We spent our two nights in Florence, a village just to the west of Northampton. Curiously I found Florence more compelling than Northampton. I have a limited ability to appreciate boutiques and vast numbers of ethnic restaurants, although it is nice to know they are there should I want them. Florence on the other hand felt more real. It is a community with its own compelling history, including Sojourner Truth, who tried to create a utopian society in Florence. Florence, as well as Northampton, has liberal religious values that go back to the Underground Railroad, where it was a popular way station. It stitches itself together with neighboring villages through bike paths, ordinances, veterans’ hospitals, old houses with big verandas and high walkability scores. For most of life’s necessities you don’t need to get in a car. You simply walk or bike to it. This includes sublime pleasures like having breakfast at Miss Florence’s Diner, with the 60’s juke box at the table and a deliciously simple western omelet for breakfast with two pieces of multigrain toast with butter hanging off the side of the plate.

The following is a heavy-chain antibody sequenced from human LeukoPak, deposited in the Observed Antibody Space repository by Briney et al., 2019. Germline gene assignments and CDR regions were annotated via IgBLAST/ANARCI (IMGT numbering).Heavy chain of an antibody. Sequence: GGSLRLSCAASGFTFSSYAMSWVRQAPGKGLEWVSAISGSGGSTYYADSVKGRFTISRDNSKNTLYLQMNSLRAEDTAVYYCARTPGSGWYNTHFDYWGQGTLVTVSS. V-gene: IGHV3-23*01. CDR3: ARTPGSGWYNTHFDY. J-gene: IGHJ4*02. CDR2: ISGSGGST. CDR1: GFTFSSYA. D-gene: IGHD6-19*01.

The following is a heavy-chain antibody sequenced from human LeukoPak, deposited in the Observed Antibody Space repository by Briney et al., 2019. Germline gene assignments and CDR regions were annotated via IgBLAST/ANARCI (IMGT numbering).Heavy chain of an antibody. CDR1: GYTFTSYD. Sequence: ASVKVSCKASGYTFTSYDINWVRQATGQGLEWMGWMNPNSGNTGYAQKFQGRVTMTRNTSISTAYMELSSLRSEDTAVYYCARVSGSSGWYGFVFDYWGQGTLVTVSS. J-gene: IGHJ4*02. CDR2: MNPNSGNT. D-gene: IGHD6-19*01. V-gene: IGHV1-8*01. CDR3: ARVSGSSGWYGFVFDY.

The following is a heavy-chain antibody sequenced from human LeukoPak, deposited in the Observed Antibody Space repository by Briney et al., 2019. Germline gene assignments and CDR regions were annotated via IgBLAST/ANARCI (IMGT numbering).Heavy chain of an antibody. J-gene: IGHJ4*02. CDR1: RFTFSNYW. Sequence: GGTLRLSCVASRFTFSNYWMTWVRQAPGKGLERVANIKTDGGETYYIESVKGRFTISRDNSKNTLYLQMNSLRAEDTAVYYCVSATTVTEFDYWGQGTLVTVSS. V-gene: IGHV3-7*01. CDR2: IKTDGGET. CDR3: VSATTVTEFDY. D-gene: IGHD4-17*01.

In short, Northampton and the various *hampton communities that nestle nearby, including Florence, Easthampton, Amherst and Hadley offer a compelling lure for those looking for authenticity in a community, in spite of its lack of ethnic diversity. Those babbling brooks, winding roads, old mills (many of which are being restored and repurposed) present a compelling package for those of you out there hungering for home, like quite possibly my wife and me.